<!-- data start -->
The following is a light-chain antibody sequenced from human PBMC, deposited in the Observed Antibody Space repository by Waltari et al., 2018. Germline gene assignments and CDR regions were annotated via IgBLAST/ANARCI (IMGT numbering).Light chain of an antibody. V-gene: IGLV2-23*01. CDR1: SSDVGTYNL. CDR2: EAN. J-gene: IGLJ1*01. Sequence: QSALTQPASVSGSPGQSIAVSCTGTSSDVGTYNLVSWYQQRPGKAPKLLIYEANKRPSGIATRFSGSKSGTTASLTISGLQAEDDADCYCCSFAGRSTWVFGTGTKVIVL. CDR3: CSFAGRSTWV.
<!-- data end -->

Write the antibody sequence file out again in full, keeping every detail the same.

The following is a light-chain antibody sequenced from human PBMC, deposited in the Observed Antibody Space repository by Waltari et al., 2018. Germline gene assignments and CDR regions were annotated via IgBLAST/ANARCI (IMGT numbering).Light chain of an antibody. V-gene: IGLV2-23*01. CDR1: SSDVGTYNL. CDR2: EAN. J-gene: IGLJ1*01. Sequence: QSALTQPASVSGSPGQSIAVSCTGTSSDVGTYNLVSWYQQRPGKAPKLLIYEANKRPSGIATRFSGSKSGTTASLTISGLQAEDDADCYCCSFAGRSTWVFGTGTKVIVL. CDR3: CSFAGRSTWV.